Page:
David Rubenstein, co-CEO of The Carlyle Group, one of the world’s largest and most successful private-equity funds, recently explained that children who are born into wealthy families are usually at a disadvantage.
Last week, Rubenstein was interviewed on “Wall Street Week,” where he talked on private equity, investing in energy and, most notably, leaving behind a legacy.
Rubenstein, whose net worth is estimated at $2.9 billion, said that the real key to success is attained through unconditional love from one’s parents. He told Wall Street Week:
“Warren Buffett said to me once he had the advantage of having two parents who gave him unconditional love, and that is what he thought was the most important thing that made him successful.”
While Rubenstein believes that unconditional love is one of the most important parts of success, he also said that he does not believe that children who are born into wealthy families can ever truly understand the concept of self-dependency. He said:
“When you grow up in a wealthy family, it’s much much harder to feel that what you’ve achieved is on your own. And it’s much much harder for people to think that what you’ve achieved is on your own. So my children have a bit of a disadvantage — yes, they have money and they have a good education and so forth — but they have to achieve things on their own. And it’s a much harder thing for them to do that.”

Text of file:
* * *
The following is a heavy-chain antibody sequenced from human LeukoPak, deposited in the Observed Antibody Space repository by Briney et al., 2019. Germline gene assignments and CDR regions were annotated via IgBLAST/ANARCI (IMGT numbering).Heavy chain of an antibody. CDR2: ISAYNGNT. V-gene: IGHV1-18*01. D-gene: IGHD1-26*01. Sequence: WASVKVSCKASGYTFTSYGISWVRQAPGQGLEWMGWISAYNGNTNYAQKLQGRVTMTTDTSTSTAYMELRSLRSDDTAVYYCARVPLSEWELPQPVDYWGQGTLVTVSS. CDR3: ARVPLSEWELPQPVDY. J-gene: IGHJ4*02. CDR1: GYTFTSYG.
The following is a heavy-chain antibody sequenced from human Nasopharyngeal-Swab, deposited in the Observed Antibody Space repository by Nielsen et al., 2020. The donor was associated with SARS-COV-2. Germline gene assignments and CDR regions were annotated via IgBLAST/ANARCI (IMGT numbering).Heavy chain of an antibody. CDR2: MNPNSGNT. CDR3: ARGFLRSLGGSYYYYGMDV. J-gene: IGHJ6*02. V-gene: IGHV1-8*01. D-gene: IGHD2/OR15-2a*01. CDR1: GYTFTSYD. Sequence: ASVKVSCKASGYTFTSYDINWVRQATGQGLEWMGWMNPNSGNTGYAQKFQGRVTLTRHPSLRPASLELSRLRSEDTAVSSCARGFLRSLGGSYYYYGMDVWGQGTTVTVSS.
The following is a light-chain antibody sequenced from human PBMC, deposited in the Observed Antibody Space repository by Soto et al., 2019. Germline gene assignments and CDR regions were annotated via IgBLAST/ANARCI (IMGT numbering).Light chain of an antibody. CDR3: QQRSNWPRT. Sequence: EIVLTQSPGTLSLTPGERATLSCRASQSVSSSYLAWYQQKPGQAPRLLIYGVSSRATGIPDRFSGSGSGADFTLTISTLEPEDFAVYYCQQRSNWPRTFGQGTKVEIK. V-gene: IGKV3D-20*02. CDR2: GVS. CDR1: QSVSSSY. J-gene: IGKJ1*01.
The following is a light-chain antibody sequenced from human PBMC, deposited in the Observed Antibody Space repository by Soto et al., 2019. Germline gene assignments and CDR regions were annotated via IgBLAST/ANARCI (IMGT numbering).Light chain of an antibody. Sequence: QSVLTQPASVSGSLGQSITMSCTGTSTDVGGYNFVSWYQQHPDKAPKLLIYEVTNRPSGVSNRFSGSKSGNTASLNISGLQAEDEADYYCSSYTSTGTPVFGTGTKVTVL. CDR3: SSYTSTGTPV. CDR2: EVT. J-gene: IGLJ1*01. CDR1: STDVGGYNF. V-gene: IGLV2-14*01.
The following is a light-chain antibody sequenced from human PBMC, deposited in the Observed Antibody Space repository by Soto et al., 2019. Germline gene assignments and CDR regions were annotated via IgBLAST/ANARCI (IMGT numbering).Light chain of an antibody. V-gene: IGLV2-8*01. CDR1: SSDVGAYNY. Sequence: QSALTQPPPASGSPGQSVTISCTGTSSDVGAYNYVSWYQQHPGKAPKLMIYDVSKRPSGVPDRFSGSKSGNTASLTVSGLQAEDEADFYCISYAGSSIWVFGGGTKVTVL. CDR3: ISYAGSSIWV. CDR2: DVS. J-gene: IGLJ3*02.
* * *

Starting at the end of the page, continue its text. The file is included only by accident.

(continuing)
Rubenstein comes from what he describes as a “blue-collar environment” in Baltimore, Maryland. His father was a post office worker, and his mother was a housewife; neither graduated high school.
“I grew up in what could’ve been called a ‘disadvantaged’ upbringing. But actually, in hindsight, it was extremely advantaged. Because if you have the unconditional love of two parents and they let you try to do whatever you want to do, you don’t need money to be successful.”
Although Rubenstein was not born into a privileged family, he went on to graduate magna cum laude from Duke University in 1970. He then attended the University of Chicago Law School, where he later graduated in 1973.
After law school, Rubenstein worked for a corporate law office but eventually became more interested in government. Rubenstein was hired as a U.S. government domestic policy adviser after helping President Carter win the presidential campaign in 1977.
Rubenstein co-launched the Carlyle Group when he was 37 and now manages over $200 billion in assets.
Rubenstein’s parents always told him to do whatever made him happy, but because he had very little financial help early on, his path was paved much differently in comparison to his three children. His children were brought up privileged with heavy financial support, enabling a dependent mindset early on.
“[…] I try to let them succeed on their own. But it’s very difficult for a parent to want to just say to their child, ‘Do what you can and I’m not going to help you.’ Because you want to help your child, but you want the child to be independent and strong enough so they can achieve on their own.”
Rubenstein told “Wall Street Week” that for most people, the only legacy they will leave behind is their children. He said that parents should make sure their kids are happy, productive and able to lead their own lives. While money can benefit a child’s happiness, according to Rubinstein it can also lead to a dependent mindset that is detrimental to forging a successful legacy independent of their parents.